Government to consider new strategy
The Government is to consider radical new proposals to encourage the long-term unemployed to set up their own businesses. There are 12,000 disadvantaged people being helped do so through existing schemes, but the National Economic and Social Forum has called for such schemes to be streamlined and extended nationwide.
It said that the savings in social welfare and increased tax revenue would be considerable, as well as helping to combat unemployment. In a report entitled "Self-Employment, Enterprise and Social Inclusion", the NESF said that 20 per cent of budding entrepreneurs on existing schemes previously worked in the black economy.
At the launch of the report yesterday, the NESF chairwoman, Ms Maureen Gaffney, said that at present there are over 100 agencies providing assistance or advice to people wanting to set up their own business. Each of these had its own strengths, but short of visiting all of them, it was impossible for individual's to find the one most suited to their needs.
While some important initiatives had been undertaken to help marginalised groups like the long-term unemployed, women and Travellers to set up businesses, the vast majority of entrepreneurs still came from well-educated, skilled and middle class backgrounds, she said.
The NESF is calling for greater co-ordination between agencies and the establishment of "first stop shops" for entrepreneurs. The best bodies to establish these would be the County Enterprise Boards.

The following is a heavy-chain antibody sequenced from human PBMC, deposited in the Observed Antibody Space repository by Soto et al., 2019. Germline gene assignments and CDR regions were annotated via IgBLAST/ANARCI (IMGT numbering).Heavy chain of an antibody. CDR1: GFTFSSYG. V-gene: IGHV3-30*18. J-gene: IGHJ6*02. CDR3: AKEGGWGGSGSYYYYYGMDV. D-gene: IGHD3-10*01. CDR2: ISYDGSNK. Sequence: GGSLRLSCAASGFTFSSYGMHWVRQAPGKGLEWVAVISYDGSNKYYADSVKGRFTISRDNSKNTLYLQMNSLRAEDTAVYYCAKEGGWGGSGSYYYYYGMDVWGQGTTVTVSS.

The NESF also wants unemployed people to be able to capitalise some of their social welfare benefits in order to finance a business. A fund should also be established to help them, where commercial lenders were reluctant to invest in projects.
According to the NESF report, 2,200 long-term unemployed and lone parents in deprived areas are availing of the Area Enterprise Allowance Scheme (AEAS) to establish their own businesses. In the Back to Work Scheme (BTWS), aimed at the long-term unemployed, 9,700 of the 18,300 participants are using it to for entrepreneurial purposes.
However, the vast majority of people taking up the schemes are men. Although men only comprise 73 per cent of the long-term unemployed, they comprise 96 per cent of BTWS participants and 88 per cent of those on AEAS programmes.
This imbalance in entrepreneurship was worse amongst the marginalised than the general population, Ms Gaffney said. On average, women set up one in five new businesses in Ireland. The EU average is one in three.
Ms Eileen Drew of Trinity College, Dublin, said fear of failure was very much a trait found amongst Irish people considering starting their own business. Lack of self-confidence and poor esteem were also significant obstacles, along with family commitments and difficulty in finding adequate financial backing. Lack of suitable workspace at a reasonable price was another serious problem.
Pilot schemes like NEST in Tallaght had been set up to help potential entrepreneurs. The project screened applicants and only about 60 per cent were successful. It aimed to establish peer groups and successful participants were expected to return and help others with advice and encouragement.
Ms Gaffney pointed out that not all new entrepreneurs would be "high-risk, Clint Eastwood types". Some would prefer to take joint ventures.
The Minister of State for the Taoiseach, Mr Seamus Brennan, said the report would be considered shortly by the Interdepartmental Strategy Group on Employment. He described the report as "important and timely".